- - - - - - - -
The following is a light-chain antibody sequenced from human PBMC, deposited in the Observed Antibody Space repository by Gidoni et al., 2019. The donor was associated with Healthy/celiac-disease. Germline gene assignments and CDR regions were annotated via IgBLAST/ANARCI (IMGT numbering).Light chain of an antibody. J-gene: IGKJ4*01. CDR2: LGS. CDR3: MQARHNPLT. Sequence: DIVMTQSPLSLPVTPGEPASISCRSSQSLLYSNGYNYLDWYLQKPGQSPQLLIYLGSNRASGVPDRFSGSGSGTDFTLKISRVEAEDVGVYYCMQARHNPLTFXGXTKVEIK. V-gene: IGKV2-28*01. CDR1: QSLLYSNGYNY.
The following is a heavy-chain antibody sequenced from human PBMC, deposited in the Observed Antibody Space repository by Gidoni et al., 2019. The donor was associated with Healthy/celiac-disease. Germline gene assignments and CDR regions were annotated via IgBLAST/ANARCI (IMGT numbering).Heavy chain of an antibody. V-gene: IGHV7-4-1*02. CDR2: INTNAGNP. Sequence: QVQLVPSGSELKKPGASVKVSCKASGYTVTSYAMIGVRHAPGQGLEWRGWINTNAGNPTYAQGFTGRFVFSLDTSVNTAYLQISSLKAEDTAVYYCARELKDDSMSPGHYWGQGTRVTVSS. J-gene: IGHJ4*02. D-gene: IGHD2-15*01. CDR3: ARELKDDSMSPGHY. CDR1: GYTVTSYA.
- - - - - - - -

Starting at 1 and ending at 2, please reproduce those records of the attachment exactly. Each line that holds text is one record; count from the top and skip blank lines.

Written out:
The following is a light-chain antibody sequenced from human PBMC, deposited in the Observed Antibody Space repository by Gidoni et al., 2019. The donor was associated with Healthy/celiac-disease. Germline gene assignments and CDR regions were annotated via IgBLAST/ANARCI (IMGT numbering).Light chain of an antibody. J-gene: IGKJ4*01. CDR2: LGS. CDR3: MQARHNPLT. Sequence: DIVMTQSPLSLPVTPGEPASISCRSSQSLLYSNGYNYLDWYLQKPGQSPQLLIYLGSNRASGVPDRFSGSGSGTDFTLKISRVEAEDVGVYYCMQARHNPLTFXGXTKVEIK. V-gene: IGKV2-28*01. CDR1: QSLLYSNGYNY.
The following is a heavy-chain antibody sequenced from human PBMC, deposited in the Observed Antibody Space repository by Gidoni et al., 2019. The donor was associated with Healthy/celiac-disease. Germline gene assignments and CDR regions were annotated via IgBLAST/ANARCI (IMGT numbering).Heavy chain of an antibody. V-gene: IGHV7-4-1*02. CDR2: INTNAGNP. Sequence: QVQLVPSGSELKKPGASVKVSCKASGYTVTSYAMIGVRHAPGQGLEWRGWINTNAGNPTYAQGFTGRFVFSLDTSVNTAYLQISSLKAEDTAVYYCARELKDDSMSPGHYWGQGTRVTVSS. J-gene: IGHJ4*02. D-gene: IGHD2-15*01. CDR3: ARELKDDSMSPGHY. CDR1: GYTVTSYA.